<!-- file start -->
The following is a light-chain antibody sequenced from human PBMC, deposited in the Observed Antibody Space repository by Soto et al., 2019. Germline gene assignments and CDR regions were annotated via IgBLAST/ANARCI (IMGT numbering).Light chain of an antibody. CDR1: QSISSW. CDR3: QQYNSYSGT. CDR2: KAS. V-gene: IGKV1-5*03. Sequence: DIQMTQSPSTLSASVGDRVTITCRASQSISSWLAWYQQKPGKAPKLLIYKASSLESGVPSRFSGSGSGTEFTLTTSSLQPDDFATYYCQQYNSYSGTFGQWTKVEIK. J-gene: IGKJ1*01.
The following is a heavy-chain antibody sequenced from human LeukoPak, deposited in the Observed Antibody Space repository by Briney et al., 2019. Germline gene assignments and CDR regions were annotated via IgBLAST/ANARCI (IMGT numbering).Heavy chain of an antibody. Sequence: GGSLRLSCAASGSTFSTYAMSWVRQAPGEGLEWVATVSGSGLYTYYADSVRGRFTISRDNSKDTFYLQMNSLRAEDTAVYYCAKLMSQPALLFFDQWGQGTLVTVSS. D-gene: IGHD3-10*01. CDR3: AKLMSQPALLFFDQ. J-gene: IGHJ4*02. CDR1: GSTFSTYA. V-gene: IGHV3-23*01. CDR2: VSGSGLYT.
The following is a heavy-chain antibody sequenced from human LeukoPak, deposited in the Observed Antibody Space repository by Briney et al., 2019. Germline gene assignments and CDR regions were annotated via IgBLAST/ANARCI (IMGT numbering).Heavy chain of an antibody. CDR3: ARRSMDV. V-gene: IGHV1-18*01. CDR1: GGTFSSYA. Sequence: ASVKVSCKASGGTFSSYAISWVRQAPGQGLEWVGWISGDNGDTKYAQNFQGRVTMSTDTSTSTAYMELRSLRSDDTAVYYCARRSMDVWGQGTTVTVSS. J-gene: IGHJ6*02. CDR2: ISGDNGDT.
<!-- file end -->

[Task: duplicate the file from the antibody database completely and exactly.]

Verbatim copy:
The following is a light-chain antibody sequenced from human PBMC, deposited in the Observed Antibody Space repository by Soto et al., 2019. Germline gene assignments and CDR regions were annotated via IgBLAST/ANARCI (IMGT numbering).Light chain of an antibody. CDR1: QSISSW. CDR3: QQYNSYSGT. CDR2: KAS. V-gene: IGKV1-5*03. Sequence: DIQMTQSPSTLSASVGDRVTITCRASQSISSWLAWYQQKPGKAPKLLIYKASSLESGVPSRFSGSGSGTEFTLTTSSLQPDDFATYYCQQYNSYSGTFGQWTKVEIK. J-gene: IGKJ1*01.
The following is a heavy-chain antibody sequenced from human LeukoPak, deposited in the Observed Antibody Space repository by Briney et al., 2019. Germline gene assignments and CDR regions were annotated via IgBLAST/ANARCI (IMGT numbering).Heavy chain of an antibody. Sequence: GGSLRLSCAASGSTFSTYAMSWVRQAPGEGLEWVATVSGSGLYTYYADSVRGRFTISRDNSKDTFYLQMNSLRAEDTAVYYCAKLMSQPALLFFDQWGQGTLVTVSS. D-gene: IGHD3-10*01. CDR3: AKLMSQPALLFFDQ. J-gene: IGHJ4*02. CDR1: GSTFSTYA. V-gene: IGHV3-23*01. CDR2: VSGSGLYT.
The following is a heavy-chain antibody sequenced from human LeukoPak, deposited in the Observed Antibody Space repository by Briney et al., 2019. Germline gene assignments and CDR regions were annotated via IgBLAST/ANARCI (IMGT numbering).Heavy chain of an antibody. CDR3: ARRSMDV. V-gene: IGHV1-18*01. CDR1: GGTFSSYA. Sequence: ASVKVSCKASGGTFSSYAISWVRQAPGQGLEWVGWISGDNGDTKYAQNFQGRVTMSTDTSTSTAYMELRSLRSDDTAVYYCARRSMDVWGQGTTVTVSS. J-gene: IGHJ6*02. CDR2: ISGDNGDT.